Emotion Expression & Joint Attention: The Influence of Affect on Language Learning
Presmanes, Alison Greer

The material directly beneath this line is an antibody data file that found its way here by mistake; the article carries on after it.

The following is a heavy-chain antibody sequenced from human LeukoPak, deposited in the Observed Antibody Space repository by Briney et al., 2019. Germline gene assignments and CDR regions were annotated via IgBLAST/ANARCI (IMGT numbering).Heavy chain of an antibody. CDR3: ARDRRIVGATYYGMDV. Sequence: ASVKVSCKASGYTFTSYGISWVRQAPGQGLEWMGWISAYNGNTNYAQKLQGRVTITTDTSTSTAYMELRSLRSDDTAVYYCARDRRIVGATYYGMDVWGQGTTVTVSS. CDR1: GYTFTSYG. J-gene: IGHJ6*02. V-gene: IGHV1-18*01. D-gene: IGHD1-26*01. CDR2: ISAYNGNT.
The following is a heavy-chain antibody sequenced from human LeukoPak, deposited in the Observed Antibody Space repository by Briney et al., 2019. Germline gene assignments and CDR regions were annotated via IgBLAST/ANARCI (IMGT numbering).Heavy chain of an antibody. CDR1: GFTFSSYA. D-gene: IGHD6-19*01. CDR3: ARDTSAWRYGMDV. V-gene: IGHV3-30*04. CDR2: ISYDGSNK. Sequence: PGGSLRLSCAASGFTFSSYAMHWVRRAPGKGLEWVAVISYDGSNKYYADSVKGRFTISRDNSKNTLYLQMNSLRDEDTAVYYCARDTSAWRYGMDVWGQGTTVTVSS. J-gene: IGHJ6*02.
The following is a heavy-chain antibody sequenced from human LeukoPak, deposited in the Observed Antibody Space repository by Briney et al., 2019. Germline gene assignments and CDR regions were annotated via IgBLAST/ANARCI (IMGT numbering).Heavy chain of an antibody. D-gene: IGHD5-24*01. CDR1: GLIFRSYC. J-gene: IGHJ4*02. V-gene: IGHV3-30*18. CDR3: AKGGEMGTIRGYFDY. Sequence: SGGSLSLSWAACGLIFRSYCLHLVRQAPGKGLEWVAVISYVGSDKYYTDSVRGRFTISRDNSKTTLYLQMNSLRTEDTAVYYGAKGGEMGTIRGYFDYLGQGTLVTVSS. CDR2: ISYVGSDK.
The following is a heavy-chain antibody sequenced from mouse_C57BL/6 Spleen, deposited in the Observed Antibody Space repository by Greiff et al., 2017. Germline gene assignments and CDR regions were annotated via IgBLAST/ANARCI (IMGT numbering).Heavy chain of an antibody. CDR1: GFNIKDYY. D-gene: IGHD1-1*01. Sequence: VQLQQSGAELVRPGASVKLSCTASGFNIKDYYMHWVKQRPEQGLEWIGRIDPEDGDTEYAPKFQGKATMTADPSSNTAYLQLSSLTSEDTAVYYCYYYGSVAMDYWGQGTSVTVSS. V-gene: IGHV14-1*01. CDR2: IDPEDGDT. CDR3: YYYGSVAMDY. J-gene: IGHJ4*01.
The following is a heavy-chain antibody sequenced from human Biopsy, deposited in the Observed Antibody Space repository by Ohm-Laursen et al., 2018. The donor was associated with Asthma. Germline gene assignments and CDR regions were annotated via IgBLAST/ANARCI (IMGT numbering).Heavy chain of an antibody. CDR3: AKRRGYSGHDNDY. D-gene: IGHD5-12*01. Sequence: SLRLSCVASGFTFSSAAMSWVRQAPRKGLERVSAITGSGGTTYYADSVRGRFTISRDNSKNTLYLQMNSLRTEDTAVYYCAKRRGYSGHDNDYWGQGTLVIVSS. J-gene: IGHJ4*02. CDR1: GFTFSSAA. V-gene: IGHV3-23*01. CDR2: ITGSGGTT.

Previous research suggests that neutral infants have more advanced expressive language abilities, compared to more emotionally expressive infants . Bloom (1993) hypothesized that infants who express more non-neutral affect (positive or negative) have less cognitive resources to devote to language learning. The present study tested Bloom’s theory with 12- to 18-month-old infants. We predicted that neutral affect expression would be positively associated with expressive language as well as responding to joint attention (RJA) ability, a pivotal skill for learning words in infancy. Our results did not support Bloom’s hypothesis in that neutral affect was not correlated with language. Neutral affect was negatively correlated with RJA; positive and negative affect were each positively correlated with RJA. Multiple regression revealed that positive and negative affect together significantly predicted RJA ability, whereas chronological age did not. The findings add to the research on emotional expression and joint attention.